It's easier for people like you to just complain and loss every thing you own to much smarter people.
No chains required, no chains to break. If you'd read that link provided , you see our children like to learn and advance. But that might require you to actually do some thing like read and think and comprehend something.

You have to bring in the race card because you have nothing to fight success with except to say Chinese are racist because we have the desire to see our children succeed in life.

I'm thinking you're a TROLL and you know nothing of success and you know nothing of the Chinese People as a Race.
But YEA!!! You are the one that called me a Racist and an Abuser of Children,,, Hmmmm
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posted on Feb, 4 2011 @ 11:55 PM
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reply to post by guohua
 

Please spare me. I DO know a bit about China, and I am not trying to disparage the Chinese. I am quite aware of their long recorded history. The topic, however, is "Do Chinese moms...."
The question I suppose is, what is the meaning of "best"? Whom are the "better" children? You define them one way, I suppose I define them another.
An independent thinker is a threat to "acceptable" thought and those that would prescribe it. In China of course, independent thinkers are not exactly...esteemed. There is a trade off when you dictate and define the parameters of your child's human experience.
Creativity can only truly flourish if the soul is unleashed and out of human control, and creativity cannot be taught or "trained" I'm afraid. For an example in music, look at black culture. How much inspirational and influential music was invented by poor blacks with home made instruments? Only the invention of rock and roll, that is all.
I am quite content to leave it at that.



posted on Feb, 5 2011 @ 12:14 AM
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reply to post by Stewie
 


You're quite right as to Rock and Roll and Jazz,,,, but, you need to read the link I provided about the test and the education system and the advancements,,, free thinkers,,,,, YES,,, I can say for a fact, after 1979 after Mao's death things changed as far as free thinking and forward looking students in China, that is very much encouraged.

In 1986, China set the long-term goal of providing compulsory nine-year basic education to every child. As of 2007, there were 396,567 primary schools, 94,116 secondary schools, and 2,236 higher education institutions in the PRC.[194] In February 2006, the government advanced its basic education goal by pledging to provide completely free nine-year education, including textbooks and fees.[195] Free compulsory education in China consists of elementary school and middle school, which lasts for 9 years (age 6-15); almost all children in urban areas continue with 3 years of high school.

As of 2007, 93.3% of the population over age 15 are literate. China's youth (age 15 to 24) literacy rate was 98.9% in 2000. In March 2007, China announced the decision of making education a national "strategic priority", the central budget of the national scholarships will be tripled in two years and 223.5 billion Yuan (28.65 billion US dollars) of extra funding will be allocated from the central government in the next 5 years to improve the compulsory education in rural areas.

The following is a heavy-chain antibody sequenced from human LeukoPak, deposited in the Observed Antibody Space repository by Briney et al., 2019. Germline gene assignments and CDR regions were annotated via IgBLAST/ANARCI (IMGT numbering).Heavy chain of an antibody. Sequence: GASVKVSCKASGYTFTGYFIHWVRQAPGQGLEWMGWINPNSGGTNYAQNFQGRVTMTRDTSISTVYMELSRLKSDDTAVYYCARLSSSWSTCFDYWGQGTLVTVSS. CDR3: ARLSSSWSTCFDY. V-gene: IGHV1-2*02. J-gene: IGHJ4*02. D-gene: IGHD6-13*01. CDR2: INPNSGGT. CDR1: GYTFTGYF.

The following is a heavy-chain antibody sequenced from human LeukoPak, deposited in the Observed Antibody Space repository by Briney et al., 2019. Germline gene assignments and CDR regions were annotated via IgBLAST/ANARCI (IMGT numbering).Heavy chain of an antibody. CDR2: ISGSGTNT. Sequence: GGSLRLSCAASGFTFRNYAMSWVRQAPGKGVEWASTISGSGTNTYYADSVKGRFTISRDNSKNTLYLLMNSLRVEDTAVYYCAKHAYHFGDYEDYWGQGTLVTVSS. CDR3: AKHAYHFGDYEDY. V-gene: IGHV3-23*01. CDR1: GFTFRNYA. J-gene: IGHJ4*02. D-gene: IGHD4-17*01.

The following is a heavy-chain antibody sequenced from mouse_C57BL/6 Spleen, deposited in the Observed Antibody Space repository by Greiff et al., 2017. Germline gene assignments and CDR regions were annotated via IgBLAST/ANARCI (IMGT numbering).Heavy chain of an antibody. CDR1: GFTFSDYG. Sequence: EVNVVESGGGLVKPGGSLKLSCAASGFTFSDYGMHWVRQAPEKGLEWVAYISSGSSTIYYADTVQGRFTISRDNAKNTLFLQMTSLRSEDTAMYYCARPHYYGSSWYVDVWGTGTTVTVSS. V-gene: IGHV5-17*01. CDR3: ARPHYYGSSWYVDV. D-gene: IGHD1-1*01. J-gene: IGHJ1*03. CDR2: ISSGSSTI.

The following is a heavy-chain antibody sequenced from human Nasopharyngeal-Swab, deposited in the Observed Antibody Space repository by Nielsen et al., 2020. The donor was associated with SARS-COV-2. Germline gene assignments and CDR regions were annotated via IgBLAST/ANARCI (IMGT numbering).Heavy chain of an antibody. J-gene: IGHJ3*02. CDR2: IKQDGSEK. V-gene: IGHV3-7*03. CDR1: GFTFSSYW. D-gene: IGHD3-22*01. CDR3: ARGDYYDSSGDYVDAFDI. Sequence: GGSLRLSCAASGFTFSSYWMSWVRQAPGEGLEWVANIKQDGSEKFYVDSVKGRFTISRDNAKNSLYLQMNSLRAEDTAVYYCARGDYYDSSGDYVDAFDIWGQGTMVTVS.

In 2009, Chinese students from Shanghai achieved the best results in mathematics, science and reading in the test of the Programme for International Student Assessment (PISA), a worldwide evaluation of 15-year-old school pupils' scholastic performance
Many parents are highly committed to their children's education, often investing large portions of the family's income on education. Private lessons and recreational activities, such as in foreign languages or music, are popular among the middle-class families who can afford them.

Source is en.wikipedia.org...'s_Republic_of_China#Education

A disturbing conclusion emerged from my travels – that Global Education Standards have passed the United States by, and Americans have no idea that it has happened. Particularly in India and China, K-12 education produces students clearly more advanced in math and science but also better-rounded in literature, history, language, economics, art and music.

These students spend less time on sports and more time in school – as much as 100% more in the case of China. They spend less time socializing and more time in tutoring. They don’t hold part time jobs, because they see intellectual pursuits as a full-time requirement.

Most troubling of all, this educational superiority is occurring in countries where the K-12 student population dwarfs our own: India has 211 million K-12 students; China has 200 million as compared to America’s 53 million.
Source :
www.thevoicemagazine.com...
Above are more links for you.



posted on Feb, 5 2011 @ 12:17 AM
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I don't know about Chinese kids but I did a tour in S. Korea and in talking with the younger adults there over a few bottles of Soju they explained some parental practices that might seem extreme to us here in the states.